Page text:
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A good game soundtrack is as indispensible as a well-written narrative and solid gameplay mechanics. The right song can set your heart pounding in a hectic action sequence, fill you with dread before entering a dungeon or abandoned building, or drive you to tears at a tragic ending or death of a beloved character. Talented composers working with world-class orchestras have made video game music an art form in itself, and concert tours such as Distant Worlds are helping to spread this art around the world in new and exciting ways.
Over the years, I’ve collected a somewhat sizable library of game soundtracks, and this list is a compilation of 10 of my favorites, along with a few honorable mentions. I thought about just doing a list of my favorite overall soundtracks, but I wanted to dig deeper into specific songs and moments from games that left a lasting impression. Obviously, this list is just opinion and not meant to be the defining list of the best video game music. If your favorite didn't make the list, let us know in the comments what additions you would make.
10. Yafutoma Dawn
Game: Skies of Arcadia
Composer: Yutaka Minobe and Takayuki Maeda
Yafutoma has already made my list of favorite video game locations in a previous post, and a big part of that was because of the environment music of the area. This place feels like a feudal Japan that just happens to be floating in the sky, and if the physical aesthetic doesn’t already take you there, the music will. In Skies of Arcadia, Yafutoma is a distant and hidden land of mystery that drives the imaginations of intrepid explorers wild. “Yafutoma Dawn” captures the grand scale of this hidden world with a sound that has a deep oriental feel as well as something below the surface that you can’t quite put your finger on, much like the land of Yafutoma itself.
9. Skyrim Atmospheres
Composer: Jeremy Soule
This is one 42-minute track that makes up the entirety of the last disk of the four-CD Skyrim soundtrack. “Skyrim Atmospheres” isn’t so much a song as it is a compilation of all the background music and sounds you encounter throughout your exploration of the vast game world. I chose this over any one song in the massive soundtrack because I think this track fully encompasses the grandeur of the Skyrim experience. Rain falls and birds chirp over the backdrop of soft ambient music, then for a few moments, the music goes silent, yielding to the sound of wind blowing through the trees. Listening to “Skyrim Atmospheres” takes you through the entirety of this game’s environments from the frozen coasts of Haafingar to the Autumnal forests of The Rift.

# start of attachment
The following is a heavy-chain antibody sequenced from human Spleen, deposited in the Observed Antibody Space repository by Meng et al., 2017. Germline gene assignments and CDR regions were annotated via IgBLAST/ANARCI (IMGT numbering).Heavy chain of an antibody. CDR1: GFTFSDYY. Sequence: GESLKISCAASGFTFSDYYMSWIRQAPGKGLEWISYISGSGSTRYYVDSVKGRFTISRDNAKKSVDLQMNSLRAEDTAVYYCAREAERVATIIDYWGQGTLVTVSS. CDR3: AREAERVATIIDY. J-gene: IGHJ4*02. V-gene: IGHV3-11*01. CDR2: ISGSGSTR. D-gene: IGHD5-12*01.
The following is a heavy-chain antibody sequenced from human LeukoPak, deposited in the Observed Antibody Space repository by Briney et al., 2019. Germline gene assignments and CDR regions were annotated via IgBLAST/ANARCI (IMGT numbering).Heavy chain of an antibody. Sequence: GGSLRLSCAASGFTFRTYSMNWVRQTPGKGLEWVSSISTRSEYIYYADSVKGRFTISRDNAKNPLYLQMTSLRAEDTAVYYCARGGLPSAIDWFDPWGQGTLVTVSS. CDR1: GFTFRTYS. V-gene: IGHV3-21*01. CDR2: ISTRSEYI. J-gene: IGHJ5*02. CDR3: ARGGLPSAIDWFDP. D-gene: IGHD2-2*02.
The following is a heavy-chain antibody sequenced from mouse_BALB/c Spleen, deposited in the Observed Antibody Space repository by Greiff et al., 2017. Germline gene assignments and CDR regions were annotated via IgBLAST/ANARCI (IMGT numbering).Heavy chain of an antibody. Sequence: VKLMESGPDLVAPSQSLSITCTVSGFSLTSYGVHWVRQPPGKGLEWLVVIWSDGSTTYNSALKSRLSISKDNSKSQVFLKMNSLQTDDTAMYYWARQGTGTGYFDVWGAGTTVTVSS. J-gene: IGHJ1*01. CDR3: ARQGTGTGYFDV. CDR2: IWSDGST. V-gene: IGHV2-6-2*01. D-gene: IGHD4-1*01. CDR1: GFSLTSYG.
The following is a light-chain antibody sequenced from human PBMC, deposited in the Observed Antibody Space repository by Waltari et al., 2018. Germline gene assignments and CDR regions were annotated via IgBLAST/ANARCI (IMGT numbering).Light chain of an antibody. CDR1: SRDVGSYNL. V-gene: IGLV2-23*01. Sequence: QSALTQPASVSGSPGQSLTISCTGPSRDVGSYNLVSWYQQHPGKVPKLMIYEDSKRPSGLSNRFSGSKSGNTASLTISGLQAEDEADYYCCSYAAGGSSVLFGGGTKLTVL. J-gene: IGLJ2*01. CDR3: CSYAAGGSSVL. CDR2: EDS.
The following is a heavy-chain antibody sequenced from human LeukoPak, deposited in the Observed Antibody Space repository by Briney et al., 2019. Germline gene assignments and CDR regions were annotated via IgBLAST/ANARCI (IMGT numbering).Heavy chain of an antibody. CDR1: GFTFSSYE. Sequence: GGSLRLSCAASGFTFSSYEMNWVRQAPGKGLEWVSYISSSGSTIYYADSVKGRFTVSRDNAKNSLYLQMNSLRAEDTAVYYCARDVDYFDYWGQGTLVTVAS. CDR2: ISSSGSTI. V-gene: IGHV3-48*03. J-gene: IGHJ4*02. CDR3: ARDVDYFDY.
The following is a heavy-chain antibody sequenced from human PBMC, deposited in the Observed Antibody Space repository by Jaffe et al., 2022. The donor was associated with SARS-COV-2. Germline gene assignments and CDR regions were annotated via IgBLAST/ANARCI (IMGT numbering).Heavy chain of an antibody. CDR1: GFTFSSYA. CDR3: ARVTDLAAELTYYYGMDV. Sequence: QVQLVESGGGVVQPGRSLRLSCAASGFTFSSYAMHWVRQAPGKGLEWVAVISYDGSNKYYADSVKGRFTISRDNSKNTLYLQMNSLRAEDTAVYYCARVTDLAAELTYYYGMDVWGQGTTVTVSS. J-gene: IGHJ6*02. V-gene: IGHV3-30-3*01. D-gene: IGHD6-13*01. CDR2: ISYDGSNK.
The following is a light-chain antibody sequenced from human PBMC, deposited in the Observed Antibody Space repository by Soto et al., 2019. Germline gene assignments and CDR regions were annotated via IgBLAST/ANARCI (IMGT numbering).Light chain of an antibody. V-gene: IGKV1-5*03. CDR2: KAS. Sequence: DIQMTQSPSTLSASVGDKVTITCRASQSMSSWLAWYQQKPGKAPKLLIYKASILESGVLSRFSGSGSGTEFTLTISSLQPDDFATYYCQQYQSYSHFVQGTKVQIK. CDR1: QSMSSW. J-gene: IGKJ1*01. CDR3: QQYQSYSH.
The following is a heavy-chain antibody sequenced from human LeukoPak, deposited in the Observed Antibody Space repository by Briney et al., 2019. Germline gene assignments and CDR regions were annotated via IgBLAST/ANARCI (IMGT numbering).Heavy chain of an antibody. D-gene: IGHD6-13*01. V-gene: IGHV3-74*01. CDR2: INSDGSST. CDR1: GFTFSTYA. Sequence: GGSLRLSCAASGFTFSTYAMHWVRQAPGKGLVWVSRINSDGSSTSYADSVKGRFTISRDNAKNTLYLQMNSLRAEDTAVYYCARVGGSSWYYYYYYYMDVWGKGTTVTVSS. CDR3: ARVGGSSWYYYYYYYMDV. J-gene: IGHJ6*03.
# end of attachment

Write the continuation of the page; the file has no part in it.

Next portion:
8. All I Want
Game: Crazy Taxi
Composer: The Offspring
Yeah, yeah, yeah, yeah, yeah! Is there anything else to say? There probably aren’t many songs that can define a game like The Offspring’s “All I Want” has for Crazy Taxi. This song gets you pumped and in the zone for all the ridiculous stunts you need to perform throughout your fare. On its own, it’s a good song, but something about speeding down the opposite lane, half on the sidewalk, then doing a barrel roll off a cliff makes it a great song. With all the fun you have in the game, you almost don’t even notice that the song has played over and over again for a good 20 times.
7. Daughter of the High Summoner
Game: Final Fantasy X
Composer: Nobuo Uematsu
This song plays during your viewing of Braska’s Sphere, found on Mt. Gagazet toward the last leg of Yuna’s pilgrimage. In this sphere, Braska leaves a message of encouragement for his now grown daughter, letting her know that she must choose her own path and that she will always have his full support. Watching character spheres are some of the more lighthearted, and at the same time, emotional parts of FFX, and this one is my personal favorite. The track that goes with it is an overall theme for Yuna’s relationship with her long-dead father and the footsteps that she is following in her own pilgrimage to become high summoner. “Daughter of the High Summoner” is a tale of love and hardship in a world where people like Yuna and Braska are the only ones that can keep a tumultuous peace alive.
Game: Grand Theft Auto: Vice City
Composer: The Pointer Sisters
There’s enough ‘80s here to make your chest hair grow into a wild jungle of retro manliness. Vice City’s Club Malibu is another location that made my earlier top 10 list, and like Yafutoma, the music played a big role in that. While the ‘80s isn’t my favorite musical era, the collection of songs chosen for this game’s soundtrack is a great definer of the age. It was hard to choose a favorite for this list, but when “Automatic” by The Pointer Sisters came on in Club Malibu, all bets were off. I would come down from Tommy Vercetti’s totally badass office wearing the bank robbery hockey mask and jumpsuit, then jump around in the orgy of people in the best attempt at dancing I could muster. Then I’d toss a Molotov on the floor because why the hell not? This is GTA.
5. Mafia Main Theme
Composer: Vladimir Šimůnek
Played during the opening cinematic of the game, the main theme of Mafia is as dramatic and sweeping as the story itself. The theme plays out as the camera pans over rocky cliffs, open farmland, and the sprawling city where you will play as a cab driver turned Mafioso in what is, in my opinion, one of the best gangland-themed games of all time. This track, performed by the Czech Symphony Orchestra, sets the stage for a grand tale of Prohibition-era gang life on par with great movies like "Road to Perdition" and "The Godfather." I loved starting a new game in Mafia just so I could watch the intro again. To this day, it’s one of the few opening cinematics to a video game that still gives me chills.